Living off grid has many definitions and here is mine: living off the electric grid, drawing your own water from natural sources, having no land-line phone or cable service, and living truly happy and as free as you can where the paved road ends. My journey as a woman begins here, learning to be as free and happy as can be and living off grid in the wilderness.
I have read a lot about men or groups of people who choose to live off grid in permaculture communities but I have not come across single women who choose to live this way. Where the paved road ends for me is the wilderness of U.S. National Forests. If you want to camp for free, you can in U.S. National Forests as long as you camp primitively and follow all rules.
My journey as a woman toward living off grid in the wilderness started where the paved road ends and the Oconee National Forest begins. I left behind a good paying job at a hospital and a home I was renting in the mountains of North Georgia to not just follow my dream but to actually live it.
First, I packed everything I did not need to live off grid in the wilderness and put it in storage. Stuffing everything I could into the back of my truck, I set off for the end of the paved road and into the wilderness.
So, with just me and my dog, this woman’s journey off the paved road began the week deer hunting season started. My first ten days of camping in a tent I spent avoiding hunters and collecting acorns that I could later process into flour for bread. What I learned on this campout was to never camp on a slope (even a slight one) and collect acorns as soon as they begin falling from the trees (I collected them a little too late).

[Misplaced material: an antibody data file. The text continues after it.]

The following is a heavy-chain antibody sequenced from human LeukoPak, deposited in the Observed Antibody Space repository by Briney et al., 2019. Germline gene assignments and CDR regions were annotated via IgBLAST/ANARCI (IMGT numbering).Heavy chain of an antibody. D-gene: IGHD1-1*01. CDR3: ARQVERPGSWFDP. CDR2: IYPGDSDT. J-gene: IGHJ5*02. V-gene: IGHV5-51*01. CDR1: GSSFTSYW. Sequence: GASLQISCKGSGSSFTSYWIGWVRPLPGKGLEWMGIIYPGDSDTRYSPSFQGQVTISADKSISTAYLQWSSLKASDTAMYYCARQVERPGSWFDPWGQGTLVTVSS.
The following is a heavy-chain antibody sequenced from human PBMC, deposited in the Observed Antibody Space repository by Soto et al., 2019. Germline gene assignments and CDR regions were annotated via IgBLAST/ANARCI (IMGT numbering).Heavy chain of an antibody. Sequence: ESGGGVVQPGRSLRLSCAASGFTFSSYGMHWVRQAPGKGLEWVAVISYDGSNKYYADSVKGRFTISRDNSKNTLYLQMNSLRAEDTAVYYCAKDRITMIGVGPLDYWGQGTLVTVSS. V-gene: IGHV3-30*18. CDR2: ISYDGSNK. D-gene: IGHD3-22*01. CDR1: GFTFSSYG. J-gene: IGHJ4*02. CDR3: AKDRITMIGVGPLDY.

The wilderness here in the Oconee National Forest is very quiet, even with all the hunters. My journey toward living off grid sent me packing to warmer Florida for Thanksgiving week as my propane heater would not work. It was good to spend this holiday with family and the warmth was a nice change-at first.
My experiences as a woman living off grid in the Florida wilderness begin where the paved road ends and the Ocala National Forest begin. My continued personal journey toward, living off grid, freedom, and happiness in Florida can be found here in part two.
For other topics by this contributor please see
Is Permaculture the Hope for a Sustainable Future?
Authors’ Disclaimer: While every caution has been taken to provide my readers with the most accurate information, please use your discretion before making any decisions based on the information in this article.